Congress' Approval Rating Plummets, Especially Among Independents
Only 13 percent of the American public approves of how Congress is doing its job, according to a new Gallup poll. The low-water mark ties the all-time low set this past December, when Americans grew tired of the lame-duck Congress.
Gallup has tracked the public's feelings about Congress since 1974. Breaking down the current negative sentiment by political leaning, independents now have their lowest opinion of Congress on record — a new low of 9 percent approval, easily exceeding the previous low of 13 percent.
And according to Gallup, overall, 1 percent more Americans disapprove of Congress now than did in December — 84 percent.
The low numbers reflect the first Gallup report on Congress' job approval rating since the legislature and the White House reached a contentious agreement to raise the federal debt ceiling. Shortly after that deal was reached, America's stock markets endured extremely volatile trading, and the Standard & Poor's ratings agency downgraded the United States' credit rating.
The most recent approval numbers for Congress came out in early July, when Gallup announced that 18 percent of Americans said Congress was doing a good job.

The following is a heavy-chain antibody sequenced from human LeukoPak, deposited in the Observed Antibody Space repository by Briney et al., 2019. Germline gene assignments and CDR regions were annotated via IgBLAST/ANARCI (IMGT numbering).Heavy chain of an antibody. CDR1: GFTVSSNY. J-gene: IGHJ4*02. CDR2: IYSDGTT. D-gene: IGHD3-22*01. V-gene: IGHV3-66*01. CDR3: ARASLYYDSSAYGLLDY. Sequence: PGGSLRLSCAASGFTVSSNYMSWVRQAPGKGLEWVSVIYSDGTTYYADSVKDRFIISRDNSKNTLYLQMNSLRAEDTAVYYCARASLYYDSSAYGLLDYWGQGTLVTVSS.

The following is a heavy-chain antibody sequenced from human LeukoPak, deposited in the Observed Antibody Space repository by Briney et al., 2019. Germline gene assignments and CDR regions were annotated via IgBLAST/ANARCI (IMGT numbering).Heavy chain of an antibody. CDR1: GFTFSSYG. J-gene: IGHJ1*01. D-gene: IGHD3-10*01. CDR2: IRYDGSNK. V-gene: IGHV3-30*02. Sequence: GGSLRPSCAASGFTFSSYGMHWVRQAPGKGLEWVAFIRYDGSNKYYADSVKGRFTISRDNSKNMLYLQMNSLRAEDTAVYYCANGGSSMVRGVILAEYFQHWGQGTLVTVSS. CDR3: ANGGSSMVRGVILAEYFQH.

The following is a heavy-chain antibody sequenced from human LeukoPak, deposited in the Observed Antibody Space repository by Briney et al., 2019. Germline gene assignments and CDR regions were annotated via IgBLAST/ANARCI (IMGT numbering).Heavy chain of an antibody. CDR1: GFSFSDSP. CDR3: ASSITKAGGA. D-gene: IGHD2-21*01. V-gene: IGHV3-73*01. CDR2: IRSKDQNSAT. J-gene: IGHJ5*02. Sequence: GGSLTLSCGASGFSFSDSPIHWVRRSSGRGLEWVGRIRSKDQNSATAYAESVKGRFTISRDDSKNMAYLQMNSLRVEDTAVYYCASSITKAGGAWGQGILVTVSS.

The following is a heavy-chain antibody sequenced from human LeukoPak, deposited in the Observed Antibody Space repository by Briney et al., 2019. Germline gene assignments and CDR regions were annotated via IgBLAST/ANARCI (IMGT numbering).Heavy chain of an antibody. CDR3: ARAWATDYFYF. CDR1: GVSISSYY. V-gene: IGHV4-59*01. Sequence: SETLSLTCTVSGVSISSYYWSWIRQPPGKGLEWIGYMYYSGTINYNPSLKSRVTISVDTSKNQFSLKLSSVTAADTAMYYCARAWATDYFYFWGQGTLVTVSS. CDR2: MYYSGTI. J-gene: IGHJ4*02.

In the new Gallup poll, 15 percent of Democrats and 17 percent of Republicans said that they approve of the job Congress is doing. Since 1974, the average approval rating for Congress is 34 percent, according to Gallup's data.
As for President Obama, the polling service finds that his approval rating has also declined, with its three-day rolling average of American adults' positive responses recently hitting a low of 39 percent.
The new poll reflects the findings of telephone interviews conducted between Aug. 11-14, "with a random sample of 1,008 adults, aged 18 and older, living in all 50 U.S. states and the District of Columbia," according to Gallup.
Copyright 2020 NPR. To see more, visit https://www.npr.org.